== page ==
It's official: your cell phone may cause cancer

It's official: your cell phone may cause cancer

Summary: Cell phones are now up there with lead, engine exhaust, coffee, and chloroform.


Image courtesy of Flickr user Ed Yourdon.

I'm kind of curious about (and a little disturbed by) the recent news that the World Health Organization's International Agency for Research on Cancer has reversed its previous position that cell phones are safe, and has added them to the list of big, bad potential cancer-causing concerns (PDF).

Cell phones are now up there with lead, engine exhaust, coffee, and chloroform. I mean, call me crazy, but I feel a lot safer placing a call on my iPhone (maybe with a nice cup of Joe in the other hand) than I would snacking on the paint chips from my grandparent's window sills, or breathing in the black cloudy fumes billowing from a belching tailpipe.

My first reaction to the news was incredulity and slight annoyance. Remember how, in the late 70s, Sweet'N Low was demonized as cancer causing (only to be removed from the list in the U.S. around twenty years later), while in the mid-80s much scarier sweeteners like aspartame were shadily rubber-stamped by the FDA?

Doesn't everything cause cancer? Don't we have enough to be afraid of? What's up with the focus on cell phones? It just doesn't sit right with me.

A few of my thoughts and questions on the issue

As a nurse, my first question is, how real is this threat? What should I tell my clients when they ask?

Doesn't fear of cancer cause anxiety? Anxiety is a health issue in and of itself. Cancer is a serious, heartbreaking disease. We've all lost loved ones to it. So we worry a lot about it, and stress worsens health.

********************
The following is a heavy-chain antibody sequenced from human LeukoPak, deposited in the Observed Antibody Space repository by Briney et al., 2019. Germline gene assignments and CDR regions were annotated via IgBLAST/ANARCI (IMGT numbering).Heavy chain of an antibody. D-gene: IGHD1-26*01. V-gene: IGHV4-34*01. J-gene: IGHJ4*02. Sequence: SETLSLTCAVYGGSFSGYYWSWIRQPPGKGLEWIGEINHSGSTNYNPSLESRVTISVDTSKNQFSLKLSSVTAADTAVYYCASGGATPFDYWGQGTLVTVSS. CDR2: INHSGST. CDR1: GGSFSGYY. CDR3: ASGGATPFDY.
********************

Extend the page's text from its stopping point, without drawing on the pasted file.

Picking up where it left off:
Will saying cell phones may cause cancer have any positive impact at all on public health? Will it change people's behavior with cell phones?

If you thought prying a cup of coffee or a cigarette out of someone's hand is hard, just try prying away someone's Android phone! It has been interesting, in the past four years so, watching the request to turn off cell phones in certain public situations go from being viewed as normal and understandable, to being considered a ridiculous and rude imposition.

Does anyone stand to benefit from the decision to call cell phones out as possibly carcinogenic? If so, how? Of course, there's the non-cynical answer of an increase in public awareness of a potential hazard. On the dark side, possibilities include attention, press, political axe-grinding, and money. Who loses and who gains (besides possibly the lawyers)?

Cigarette companies knew their product caused cancer way before they admitted it. That's known. Costly lawsuits did arise. What are the legal and financial implications of adding cell phones to the list of carcinogenic hazards? Why now? Who will be suing who? What impact will this announcement have on the tech economy?